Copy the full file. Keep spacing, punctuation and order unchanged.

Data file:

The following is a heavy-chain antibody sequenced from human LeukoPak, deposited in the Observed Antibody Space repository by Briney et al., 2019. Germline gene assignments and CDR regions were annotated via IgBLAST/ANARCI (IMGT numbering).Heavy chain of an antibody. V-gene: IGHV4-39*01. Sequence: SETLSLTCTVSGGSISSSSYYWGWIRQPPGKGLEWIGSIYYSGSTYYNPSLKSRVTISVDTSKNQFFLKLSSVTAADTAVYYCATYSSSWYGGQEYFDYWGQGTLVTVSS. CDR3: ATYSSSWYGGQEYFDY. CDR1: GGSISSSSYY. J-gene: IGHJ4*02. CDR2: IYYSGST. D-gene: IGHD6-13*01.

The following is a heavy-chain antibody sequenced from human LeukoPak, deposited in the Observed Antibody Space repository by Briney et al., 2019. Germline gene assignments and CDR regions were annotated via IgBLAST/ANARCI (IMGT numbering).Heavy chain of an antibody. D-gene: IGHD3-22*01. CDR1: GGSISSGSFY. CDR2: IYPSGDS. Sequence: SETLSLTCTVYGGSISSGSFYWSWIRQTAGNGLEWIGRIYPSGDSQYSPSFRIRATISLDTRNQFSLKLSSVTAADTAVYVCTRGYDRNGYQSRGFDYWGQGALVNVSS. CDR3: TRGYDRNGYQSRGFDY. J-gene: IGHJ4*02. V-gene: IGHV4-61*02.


The following is a heavy-chain antibody sequenced from human LeukoPak, deposited in the Observed Antibody Space repository by Briney et al., 2019. Germline gene assignments and CDR regions were annotated via IgBLAST/ANARCI (IMGT numbering).Heavy chain of an antibody. V-gene: IGHV4-39*01. Sequence: SETLSLTCTVSGGSISSSSYYWGWIRQPPGKGLEWIGSIYYSGSTYYNPSLKSRVTISVDTSKNQFFLKLSSVTAADTAVYYCATYSSSWYGGQEYFDYWGQGTLVTVSS. CDR3: ATYSSSWYGGQEYFDY. CDR1: GGSISSSSYY. J-gene: IGHJ4*02. CDR2: IYYSGST. D-gene: IGHD6-13*01.

The following is a heavy-chain antibody sequenced from human LeukoPak, deposited in the Observed Antibody Space repository by Briney et al., 2019. Germline gene assignments and CDR regions were annotated via IgBLAST/ANARCI (IMGT numbering).Heavy chain of an antibody. D-gene: IGHD3-22*01. CDR1: GGSISSGSFY. CDR2: IYPSGDS. Sequence: SETLSLTCTVYGGSISSGSFYWSWIRQTAGNGLEWIGRIYPSGDSQYSPSFRIRATISLDTRNQFSLKLSSVTAADTAVYVCTRGYDRNGYQSRGFDYWGQGALVNVSS. CDR3: TRGYDRNGYQSRGFDY. J-gene: IGHJ4*02. V-gene: IGHV4-61*02.